Why Google buying Fitbit is a rotten deal for everyone
Google has a poor history with acquisitons and hardware. Here's why Fitbit only sounds good on paper.
Google is officially acquiring Fitbit. The move makes sense for Google – at least in theory. According to Canalys, Apple shipped three million Apple Watches last quarter while Fitbit pushed nearly two million. Fossil – the biggest maker of Wear OS watches – shipped just three hundred thousand. You can understand why acquiring Fitbit could place Google much closer to Apple in one fell swoop.
However, the deal is a blow to fans of Fitbit and its nearly 12 years of independence. Of course, the irony is not lost on me, as fans of Pebble felt the same about its acquisition by Fitbit years ago. But putting pride aside, there is also little reason to celebrate either.
Google's graveyard and Fitbit's future
Although Microsoft garners a lot of criticism for canceling products, Google is not immune from it either, even poking fun at itself recently. There's an entire site dedicated to remembering the more than 150 services, 18 apps, and 16 hardware ventures Google has axed over the years. It's not pretty.
And then there is Motorola – bought in 2011 by Google and quickly dumped in 2014. That move comes off more as a defense against Samsung than a strategic boon to Google, who squandered most of it.
But the past is not always prologue. Google is gaining a massive assortment of patents and know-how from Fitbit, and more importantly, nearly a decade of user data. Google could very well – as it said it would – finally create Made by Google wearable devices under the auspices of this Fitbit acquisition. There is a slight chance that somehow Google can take the best of Wear OS (if there is any) and merge it with the fitness and health mastery from Fitbit.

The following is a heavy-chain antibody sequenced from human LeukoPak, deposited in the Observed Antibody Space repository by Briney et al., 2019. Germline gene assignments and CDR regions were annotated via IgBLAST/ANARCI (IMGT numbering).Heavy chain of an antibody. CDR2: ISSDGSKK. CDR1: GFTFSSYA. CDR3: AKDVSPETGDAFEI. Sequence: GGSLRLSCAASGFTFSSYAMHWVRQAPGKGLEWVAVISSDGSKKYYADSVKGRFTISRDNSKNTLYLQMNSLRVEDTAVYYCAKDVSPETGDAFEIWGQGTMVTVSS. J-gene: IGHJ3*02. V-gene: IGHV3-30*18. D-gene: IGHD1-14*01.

I am skeptical. Google has had five years with Wear OS. Whether it is the anemic operating system, or the more significant problem, Qualcomm's lackluster processors, it has wasted almost all of it. ASUS, Motorola, Huawei, and Samsung have all paired down Wear OS devices or abandoned them for their own proprietary systems. What remains is Fossil dominating lesser brands like Casio, Tag Heuer, Polar, and Mobvoi (which is backed by Google).
The Fossil 5 is a contender. It is easily the best Wear OS device I have used. But the OS still asks for too many compromises for good battery life, sloppy app execution, and overall innovation that keeps it from greatness. Adding Fitbit mojo doesn't change that.
The Fitbit acquisition is not about catapulting Wear OS to beat Apple; it's full-on defibrillation of a dying patient, a Hail Mary to rescue years of failed policy by Google. Why expect anything different this time?
Fitbit + Google is like mixing oil and water
Fitbit's customized "OS" and Google's Wear OS are vastly different beasts. There is no mixing of them. What it could mean is we get Wear OS, but now with a dash of Fitbit health and fitness magic. That's cool, but does that move the needle against Apple? Does this change the fundamental issues underlying Wear OS – mediocre performance, poor app execution, and Google ignoring the platform? Even if everything goes right, the Pixel 4 exposes how tone-deaf Google can be when making its own hardware.
All of this has a familiar ring to it. Google buying Fitbit sounds like a good idea, but Google currently does not have an excellent track record in wearables, and combining two mediocre platforms does not create an Apple Watch killer. It gets you the Pixel Slate.
Google's purchase of Fitbit is not a great one for consumers. I see one of the most creative wearable brands with a robust community dying and my data going to a company that has trust issues. Putting those concerns aside, there is now even less competition in the market, and that's boring too.
Maybe it's time for me to give Withings another shot. Or maybe hope against hope that Microsoft has a Surface wearable coming with the Surface Duo.
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Daniel Rubino is the Editor-in-chief of Windows Central, head reviewer, podcast co-host, and analyst. He has been covering Microsoft since 2007 when this site was called WMExperts (and later Windows Phone Central). His interests include Windows, laptops, next-gen computing, and for some reason, watches. Before all this tech stuff, he worked on a Ph.D. in linguistics, watched people sleep (for medical purposes!), and ran the projectors at movie theaters because it was fun.